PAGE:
Posted in Autism, Down syndrome, Fun Side of Nick, Recreation/Leisure and Special Needs

Update~Nick’s World

Update~Nick’s World

I just got back from a routine doctor’s appointment for Nick.  He completely enjoyed imitating the coughing and throat clearing sounds the gentlemen next to us in the waiting room.  Since the morning has dwindled away, I am opting to give you and update on Nick’s world instead of pulling something out of my noggin to write.  Nick is 21 years old and has Down syndrome and autism.  Here’s a little slice of his world and what he’s been up to (besides imitating others hacking and sneezing)………

Nick attends a post-secondary transition program called STEPS.  His days are full of work jobs,  occupational and speech therapy, cooking, community trips and other school-related activities.  A big thank you to Jodi, who took many of these pictures of Nick’s world.

Nick helps to make ice packs which he delivers to the schools in our district….

Nick delivery

Ding dong, ding dong, ding dong, guess who’s here?

Nick delivery 2

Community trip bowling…..

Nick bowling ramp

Sensory break time at school……

Nick relaxing.jpg

Dinner with his buddies at Ci Ci’s Pizza……

Nick Ci Ci's

Visit to WVHS Wrestling Team venue, he had to try on the headgear 🙂

Nick Wrestling

Nick dancing in Miss R’s (respite worker) boots….

Nick Dancing

Nick the “winter ninja” relaxing at home…..

Nick Winter Ninja

As you can see, Nick has a very full life which he enjoys every day.  I have to thank his respite workers for taking such good care of him and getting him out into the community.  That’s a slice of Nick’s world and what’s in my noggin this week! 🙂



Posted in Autism, Down syndrome, Fun Side of Nick, Uncategorized

Happy Thanksgiving

In my noggin this week (besides the to-do list) is a post I wrote two years ago called, “5 Reasons I am Thankful for Nick”. Here’s the link:

Have a blessed Thanksgiving!  I am thankful for all your support and for reading & sharing Nick’s world.



Posted in Autism, Down syndrome, Education and Special Needs

Blog #129~ Communication Strategies and Autism

Blog #129~ Communication Strategies and Autism

Last week I attended a presentation given by Brian R. King (  This was part of the Autism Expert Series at The College of DuPage.  The topic was “Speaking of Autism: Communication Strategies for Connection and Collaboration with Those on the Autism Spectrum”. Brian has firsthand experience in this area. He is a best selling author, speaker, trainer and life coach.  As a cancer survivor, adult with A.D.D., the father of three sons on the autism spectrum as well as someone who lives on the autism spectrum himself, he has learned something very critical:  “That success in life has nothing to do with circumstances, but everything to do with strategies”. ~Brian R. King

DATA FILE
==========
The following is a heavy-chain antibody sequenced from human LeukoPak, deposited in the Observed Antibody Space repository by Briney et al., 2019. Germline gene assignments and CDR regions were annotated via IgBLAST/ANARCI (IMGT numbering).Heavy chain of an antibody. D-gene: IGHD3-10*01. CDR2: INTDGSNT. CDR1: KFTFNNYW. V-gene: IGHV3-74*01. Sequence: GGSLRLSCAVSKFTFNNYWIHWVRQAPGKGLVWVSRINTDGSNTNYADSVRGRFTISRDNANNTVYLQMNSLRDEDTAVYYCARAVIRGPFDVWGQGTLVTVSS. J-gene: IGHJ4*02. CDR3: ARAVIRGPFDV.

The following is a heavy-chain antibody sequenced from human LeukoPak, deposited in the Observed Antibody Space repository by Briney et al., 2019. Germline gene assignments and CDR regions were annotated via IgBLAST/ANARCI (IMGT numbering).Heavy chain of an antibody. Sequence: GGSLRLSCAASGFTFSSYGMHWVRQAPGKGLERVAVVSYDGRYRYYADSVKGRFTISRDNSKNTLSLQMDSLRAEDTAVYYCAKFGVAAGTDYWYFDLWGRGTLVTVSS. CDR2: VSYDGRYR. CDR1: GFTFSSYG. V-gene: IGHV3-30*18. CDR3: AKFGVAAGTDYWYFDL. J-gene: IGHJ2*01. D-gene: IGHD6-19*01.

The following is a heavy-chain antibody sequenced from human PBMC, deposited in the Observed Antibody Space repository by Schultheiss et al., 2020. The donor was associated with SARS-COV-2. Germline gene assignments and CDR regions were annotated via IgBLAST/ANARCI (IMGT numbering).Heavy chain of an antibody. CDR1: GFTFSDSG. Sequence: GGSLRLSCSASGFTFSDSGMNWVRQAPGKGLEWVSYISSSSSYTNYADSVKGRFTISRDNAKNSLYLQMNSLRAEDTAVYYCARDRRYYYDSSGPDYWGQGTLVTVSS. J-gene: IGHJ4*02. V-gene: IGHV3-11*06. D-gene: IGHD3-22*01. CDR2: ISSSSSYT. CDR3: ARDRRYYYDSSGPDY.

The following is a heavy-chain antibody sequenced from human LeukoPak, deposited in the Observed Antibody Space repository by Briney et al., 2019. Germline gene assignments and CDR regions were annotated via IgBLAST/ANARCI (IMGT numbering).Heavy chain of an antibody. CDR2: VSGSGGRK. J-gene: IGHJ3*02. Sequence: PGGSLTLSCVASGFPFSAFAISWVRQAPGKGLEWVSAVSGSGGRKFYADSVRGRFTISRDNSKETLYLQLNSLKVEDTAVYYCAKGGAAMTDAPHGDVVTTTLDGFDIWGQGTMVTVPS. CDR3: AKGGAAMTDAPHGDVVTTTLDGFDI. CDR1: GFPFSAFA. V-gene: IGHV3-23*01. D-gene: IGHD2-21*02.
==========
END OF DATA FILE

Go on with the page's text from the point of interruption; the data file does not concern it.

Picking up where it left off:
autism puzzle superman

In his presentation, Brian covered 6 main areas of needs and provided strategies specific to those on the autism spectrum:

  • Certainty:  What things can be put in place that that are predictable and consistent?  Meltdowns can happen when a need for certainty is not met.  So it is important to put a loop hole in daily plans.  Make sure you have “Plan A” and “Plan B” in place and explain both beforehand.  Plan A is golfing, but if it rains then go to Plan B a pre-set indoor activity.  If they can trust that there is a Plan B, there will be less anxiety and a willingness to be flexible. 
  • Variety:  As important as certainty is, there is a need to keep variety in the mix.  Life can’t always be about going to McDonalds for lunch. You’ve got to step off the curb.  Look up other restaurants on the web that have similar menu items with your child.  Together, come up with a plan to try a new spot. Be prepared to have an escape plan, if the trip doesn’t go as planned so the child can decompress.
  • Significance:  People on the autism spectrum need to know they matter.  What might appear to be attention seeking behavior (talking out of turn, not raising their hand to answer a question) may be an attempt to be noticed, validated and to be a part of the group. Another example is this; a child may not process the question as quickly as their peers.  They might just make up an answer or a lie when put on the spot.  One teacher tip would be to ask the question and say, “Johnny I’m going to come back to you in a couple of minutes”.  This allows the child to process the question and not just blurt out any answer.  Visuals can also help to process information.  Provide a tool to write down the assignment.

visual work board